Here you should ask "why do these few companies get so much control?" and maybe "why is financialization such a big portion of the economy?" Fun fact: in 2013, the Bank of International Settlements said that speculative financial transactions added up to the yearly GDP of the US every three days. Why? Free money from the Federal Reserve gets sent to the banks first and the biggest companies get to use that money before the inflation happens. (Their use of that free money starts the round of inflation)

With virtually everything wrong in America, searching for the root cause of the problem brings you back to big government manipulation (regulations) and the infinite checkbook of free money from the Fed.

Technomad said...

I'm an Iowan myself, and know quite a few people in the ag biz. Basically, ever since the McCormick reaper came in before the Civil War, the writing has been on the wall for small farms. "Get big or get out" has become the watchword.

Large operations have efficiencies that smaller operations don't, and I can't say I'm sorry that food is so cheap. I'm sorry for the people who've been forced out, but as a (thankfully, former) small businessman myself, I can tell you that success is never guaranteed.

Will said...

If there is any storage of Frank W James' (Farmer Frank) blog somewhere on the web, he had lots of info on big ag and how it was damaging the country. He considered Monsanto to be the most evil, and I do not choose that term lightly. He is greatly missed.

Thomas W said...

The word "forced" isn't really appropriate in the title. Nobody is forcing farmers to sell out to corporations. As you pointed out, it's economic -- large corporate farms can produce food cheaper.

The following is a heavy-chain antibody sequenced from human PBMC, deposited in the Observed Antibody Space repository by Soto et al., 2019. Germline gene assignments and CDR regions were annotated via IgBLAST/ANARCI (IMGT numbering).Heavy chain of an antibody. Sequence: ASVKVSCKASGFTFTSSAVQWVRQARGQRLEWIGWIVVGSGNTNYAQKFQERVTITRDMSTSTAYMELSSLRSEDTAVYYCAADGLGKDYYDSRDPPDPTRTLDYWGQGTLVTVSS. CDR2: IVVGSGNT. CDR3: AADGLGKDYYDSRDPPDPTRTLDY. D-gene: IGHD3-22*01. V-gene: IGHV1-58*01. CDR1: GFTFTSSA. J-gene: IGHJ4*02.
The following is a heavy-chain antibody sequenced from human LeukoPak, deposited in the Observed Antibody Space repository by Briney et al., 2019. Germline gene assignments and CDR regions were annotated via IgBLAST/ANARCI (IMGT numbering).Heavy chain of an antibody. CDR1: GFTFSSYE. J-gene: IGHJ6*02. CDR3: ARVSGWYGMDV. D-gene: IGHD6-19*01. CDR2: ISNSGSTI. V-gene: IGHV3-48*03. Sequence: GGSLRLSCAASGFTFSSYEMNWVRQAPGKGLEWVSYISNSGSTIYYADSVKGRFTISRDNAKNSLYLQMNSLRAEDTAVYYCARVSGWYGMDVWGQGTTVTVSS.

The question is what to do. If we want small farms then we need to outlaw large agriculture and force consumers to pay more for food. Or people do something else. Farm work is very hard and the other part of the move to larger farms is kids who would rather move to the city than live out in the country working long hours every day.

We face similar arguments about the "throwaway society" and loss of the repair business. Yet when a new appliance costs about the same amount as a repair, why fix the old one? The answer, of course, is that repairs must cost much less than a replacement. So the way to restore the repair business is to have low end appliances, etc. sell for a few thousand dollars instead of today's few hundred.

As with much in the world there is a solution to these perceived ills, and the solution is to reduce everybody's standard of living.

Unknown said...

It's a bit more complicated than that...

The smaller thing is that the federal government aggressively pushed the practice of borrowing operating expenses as best practices, and had a large number of carrots and sticks to encourage this. (Not to mention that having a high net worth, of which almost none is liquid, tends to drive people to this strategy.)
The bigger thing, is that the federal government jerked the rug out from under this house of cards. As a reaction to the Savings & Loan debacle, the government, the federal government instituted a rule that if a business's net worth did not increase away least every couple of years, any outstanding loans would instantly come due. Farm equipment is expensive, and depreciates.

ADS said...

I don't pretend to know anything about farming, but I do live in a heavily farmed area. Most of the land is leased to one big player who has tens of thousands of acres for corn or soy. All the small farms are doing something specialty, such as raising mules, miniature donkeys, dairy goats (to make fancy beauty products), and the like. I don't know anybody who grows 40 acres of corn.